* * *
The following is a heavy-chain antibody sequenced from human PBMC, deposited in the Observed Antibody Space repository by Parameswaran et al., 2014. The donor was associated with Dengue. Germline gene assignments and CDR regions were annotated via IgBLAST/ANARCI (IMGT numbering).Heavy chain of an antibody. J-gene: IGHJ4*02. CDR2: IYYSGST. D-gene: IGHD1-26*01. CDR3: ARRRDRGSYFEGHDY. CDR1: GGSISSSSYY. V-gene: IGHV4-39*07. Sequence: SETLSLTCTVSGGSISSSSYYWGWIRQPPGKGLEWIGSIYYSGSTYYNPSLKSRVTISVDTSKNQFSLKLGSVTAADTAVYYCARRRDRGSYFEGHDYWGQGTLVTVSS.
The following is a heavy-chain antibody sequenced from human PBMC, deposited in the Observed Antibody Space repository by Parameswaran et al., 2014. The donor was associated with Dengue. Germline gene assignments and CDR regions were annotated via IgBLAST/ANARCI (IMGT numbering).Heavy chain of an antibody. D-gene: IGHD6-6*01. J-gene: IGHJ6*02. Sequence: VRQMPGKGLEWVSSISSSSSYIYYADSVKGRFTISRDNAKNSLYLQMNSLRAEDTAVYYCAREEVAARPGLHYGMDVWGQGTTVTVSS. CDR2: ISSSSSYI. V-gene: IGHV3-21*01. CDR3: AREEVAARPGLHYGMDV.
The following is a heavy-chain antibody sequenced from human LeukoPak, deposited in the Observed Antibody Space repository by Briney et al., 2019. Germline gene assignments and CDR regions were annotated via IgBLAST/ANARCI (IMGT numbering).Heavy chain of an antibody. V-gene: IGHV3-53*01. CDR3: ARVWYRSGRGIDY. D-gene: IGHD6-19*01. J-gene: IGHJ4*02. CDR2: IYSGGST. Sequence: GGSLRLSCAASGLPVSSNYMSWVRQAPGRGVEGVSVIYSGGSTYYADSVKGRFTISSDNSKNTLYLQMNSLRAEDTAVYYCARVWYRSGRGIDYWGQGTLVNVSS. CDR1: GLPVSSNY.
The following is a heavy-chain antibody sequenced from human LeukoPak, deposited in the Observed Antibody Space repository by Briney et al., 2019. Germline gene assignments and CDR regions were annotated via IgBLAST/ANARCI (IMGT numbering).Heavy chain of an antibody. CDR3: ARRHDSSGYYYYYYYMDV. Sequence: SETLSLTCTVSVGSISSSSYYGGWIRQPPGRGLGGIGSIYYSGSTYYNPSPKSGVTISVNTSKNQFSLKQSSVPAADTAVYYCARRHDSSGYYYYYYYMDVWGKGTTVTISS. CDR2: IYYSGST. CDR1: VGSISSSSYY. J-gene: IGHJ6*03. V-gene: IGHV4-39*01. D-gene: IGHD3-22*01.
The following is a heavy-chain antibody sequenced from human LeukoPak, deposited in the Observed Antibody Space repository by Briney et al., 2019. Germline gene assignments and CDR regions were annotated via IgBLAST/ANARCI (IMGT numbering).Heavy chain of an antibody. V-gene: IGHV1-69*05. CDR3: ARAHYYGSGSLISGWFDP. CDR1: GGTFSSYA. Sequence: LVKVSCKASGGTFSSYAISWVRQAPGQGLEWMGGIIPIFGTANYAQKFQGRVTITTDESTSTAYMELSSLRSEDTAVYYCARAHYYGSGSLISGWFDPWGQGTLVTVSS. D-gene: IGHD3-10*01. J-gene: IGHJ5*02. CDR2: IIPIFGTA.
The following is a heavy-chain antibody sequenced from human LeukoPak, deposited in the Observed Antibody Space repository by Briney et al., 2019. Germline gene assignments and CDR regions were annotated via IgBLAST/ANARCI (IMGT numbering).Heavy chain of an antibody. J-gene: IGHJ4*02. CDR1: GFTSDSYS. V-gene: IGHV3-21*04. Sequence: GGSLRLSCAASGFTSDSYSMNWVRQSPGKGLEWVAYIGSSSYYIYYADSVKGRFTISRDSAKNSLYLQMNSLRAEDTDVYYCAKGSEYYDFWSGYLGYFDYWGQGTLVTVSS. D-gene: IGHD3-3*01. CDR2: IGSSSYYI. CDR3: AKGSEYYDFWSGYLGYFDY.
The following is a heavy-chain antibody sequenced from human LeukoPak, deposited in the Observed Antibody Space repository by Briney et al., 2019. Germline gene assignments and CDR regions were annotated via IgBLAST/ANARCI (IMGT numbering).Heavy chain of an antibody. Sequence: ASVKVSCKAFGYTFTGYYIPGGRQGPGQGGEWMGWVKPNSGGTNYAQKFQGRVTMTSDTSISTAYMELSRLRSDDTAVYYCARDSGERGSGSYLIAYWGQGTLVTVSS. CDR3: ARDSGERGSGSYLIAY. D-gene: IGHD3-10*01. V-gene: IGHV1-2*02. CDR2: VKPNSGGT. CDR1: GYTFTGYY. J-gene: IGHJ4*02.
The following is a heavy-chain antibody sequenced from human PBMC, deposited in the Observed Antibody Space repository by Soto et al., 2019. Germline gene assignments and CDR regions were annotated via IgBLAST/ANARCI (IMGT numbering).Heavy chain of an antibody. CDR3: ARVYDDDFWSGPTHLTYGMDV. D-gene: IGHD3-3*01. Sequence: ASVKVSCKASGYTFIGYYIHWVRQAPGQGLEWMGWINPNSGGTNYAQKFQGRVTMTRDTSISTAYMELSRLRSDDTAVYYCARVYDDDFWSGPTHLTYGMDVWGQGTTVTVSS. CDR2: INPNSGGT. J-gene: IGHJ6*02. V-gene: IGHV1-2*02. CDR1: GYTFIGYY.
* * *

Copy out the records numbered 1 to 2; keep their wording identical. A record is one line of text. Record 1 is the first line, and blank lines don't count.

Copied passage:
The following is a heavy-chain antibody sequenced from human PBMC, deposited in the Observed Antibody Space repository by Parameswaran et al., 2014. The donor was associated with Dengue. Germline gene assignments and CDR regions were annotated via IgBLAST/ANARCI (IMGT numbering).Heavy chain of an antibody. J-gene: IGHJ4*02. CDR2: IYYSGST. D-gene: IGHD1-26*01. CDR3: ARRRDRGSYFEGHDY. CDR1: GGSISSSSYY. V-gene: IGHV4-39*07. Sequence: SETLSLTCTVSGGSISSSSYYWGWIRQPPGKGLEWIGSIYYSGSTYYNPSLKSRVTISVDTSKNQFSLKLGSVTAADTAVYYCARRRDRGSYFEGHDYWGQGTLVTVSS.
The following is a heavy-chain antibody sequenced from human PBMC, deposited in the Observed Antibody Space repository by Parameswaran et al., 2014. The donor was associated with Dengue. Germline gene assignments and CDR regions were annotated via IgBLAST/ANARCI (IMGT numbering).Heavy chain of an antibody. D-gene: IGHD6-6*01. J-gene: IGHJ6*02. Sequence: VRQMPGKGLEWVSSISSSSSYIYYADSVKGRFTISRDNAKNSLYLQMNSLRAEDTAVYYCAREEVAARPGLHYGMDVWGQGTTVTVSS. CDR2: ISSSSSYI. V-gene: IGHV3-21*01. CDR3: AREEVAARPGLHYGMDV.